How prosecutors will approach manslaughter depends on the element of intent. With voluntary manslaughter, it was an individual’s intention to take another’s life, but unlike murder, the individual accused of killing another lacked premeditation.
We dive into California’s voluntary manslaughter statutes and what potential defenses will be used to help eliminate, or lessen, the charges against you.
California Manslaughter Statute
According to statute, voluntary manslaughter can be charged when an individual is killed during a sudden quarrel or heat of passion without malice. It lacks an element of premeditation since one did not have time to plan another’s death; it just happened. If the killing took place while operating a vehicle or piece of machinery, it would be construed as voluntary vehicular manslaughter if one specifically used the vehicle to aid in the killing of another.
If an individual found out another’s sexual orientation, gender, or gender expression, and based the manslaughter on this information, it could potentially become murder unless one can prove provocation and that the defendant had no knowledge of it.
Proving Voluntary Manslaughter
Malice, or an obvious hatred toward the victim, is usually when manslaughter becomes murder or homicide. Events leading up to the death of another are also taken into account prior to charging someone with either. Manslaughter laws in California are complex, requiring an attorney to help defendants accurately navigate them.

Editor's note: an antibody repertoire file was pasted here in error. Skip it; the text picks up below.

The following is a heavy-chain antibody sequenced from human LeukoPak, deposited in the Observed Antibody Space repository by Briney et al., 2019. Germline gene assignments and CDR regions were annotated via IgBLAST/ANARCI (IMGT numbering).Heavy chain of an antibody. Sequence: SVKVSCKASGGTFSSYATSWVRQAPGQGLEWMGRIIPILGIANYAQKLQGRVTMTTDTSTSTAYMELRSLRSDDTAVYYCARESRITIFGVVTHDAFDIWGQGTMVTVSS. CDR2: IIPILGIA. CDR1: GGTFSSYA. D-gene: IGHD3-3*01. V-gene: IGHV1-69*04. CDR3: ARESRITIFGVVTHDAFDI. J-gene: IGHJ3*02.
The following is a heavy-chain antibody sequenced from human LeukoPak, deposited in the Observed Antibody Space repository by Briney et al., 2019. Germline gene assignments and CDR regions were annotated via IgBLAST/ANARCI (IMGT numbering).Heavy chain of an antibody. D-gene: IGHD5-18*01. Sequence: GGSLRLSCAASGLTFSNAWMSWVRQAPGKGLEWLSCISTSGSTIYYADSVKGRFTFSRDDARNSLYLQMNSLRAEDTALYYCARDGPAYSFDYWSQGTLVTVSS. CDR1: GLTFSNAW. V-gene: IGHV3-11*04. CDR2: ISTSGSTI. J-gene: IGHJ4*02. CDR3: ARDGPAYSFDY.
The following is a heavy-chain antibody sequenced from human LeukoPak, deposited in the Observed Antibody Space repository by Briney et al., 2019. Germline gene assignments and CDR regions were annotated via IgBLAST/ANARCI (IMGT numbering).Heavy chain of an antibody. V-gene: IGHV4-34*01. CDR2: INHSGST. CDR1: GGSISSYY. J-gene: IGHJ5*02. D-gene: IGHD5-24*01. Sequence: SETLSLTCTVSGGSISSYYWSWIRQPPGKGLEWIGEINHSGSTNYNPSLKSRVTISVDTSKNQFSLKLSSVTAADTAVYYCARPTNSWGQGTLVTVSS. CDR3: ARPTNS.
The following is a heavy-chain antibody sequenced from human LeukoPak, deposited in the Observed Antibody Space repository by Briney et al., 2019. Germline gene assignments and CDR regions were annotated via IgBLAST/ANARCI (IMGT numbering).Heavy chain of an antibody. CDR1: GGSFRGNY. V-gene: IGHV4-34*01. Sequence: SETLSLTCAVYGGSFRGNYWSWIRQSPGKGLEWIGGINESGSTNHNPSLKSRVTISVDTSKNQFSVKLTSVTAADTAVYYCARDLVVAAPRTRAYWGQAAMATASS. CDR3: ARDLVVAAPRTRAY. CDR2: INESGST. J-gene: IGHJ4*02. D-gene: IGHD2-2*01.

Lacking malice and planning, prosecutors are forced to charge persons with voluntary manslaughter, then prove an individual sought to end the life of another. If they can not do this, the charges are again lowered to involuntary manslaughter, the lowest possible felony murder charge.
If the state successfully convicts the defendant of voluntary manslaughter, sentences range from three to 11 years in CDC along with fines, restitution (if applicable), and possible probation.
Defenses to Voluntary Manslaughter
Manslaughter attorneys have numerous defenses they can raise if their clients stand accused. Some may include:
- Individual acted in self-defense after being provoked or struck first;
- Defendant believed deadly force would neutralize the threat and prevent their own death (imperfect self-defense);
- Lack of mental acumen or insanity, or proven case of PTSD;
- Defendant was involuntarily intoxicated;
- Victim was not dead after the altercation ended, but later succumbed to the injuries.
Charges may be dismissed if any part, or all, of an investigation was improperly conducted. Moreover, during the heat of passion, prosecutors must prove that you went into an altercation planning on doing nothing less than killing an individual through provocation. Many times, this is difficult when the only two people to corroborate the events were the people involved, of which one is deceased.
If You are Charged, Take it Seriously.
Prosecutors want individuals with malicious intent off of California streets. Defense attorneys want enough evidence presented to prove their client is guilty as charged. A huge tug-of-war match will ensue, with either the prosecution dropping the case or lowering charges dramatically based off availability of proof.
An experienced manslaughter attorney knows the value of evidence, or the lack thereof, and will do anything possible to get a client off the hook. That is why it is important to never ‘talk too much’ or self-incriminate when dealing with investigators.
James E. Blatt has secured numerous acquittals during his career and wants to help you beat your manslaughter charge or lower it down to battery. Contact his office today, and get the defense you deserve when your freedom is in jeopardy.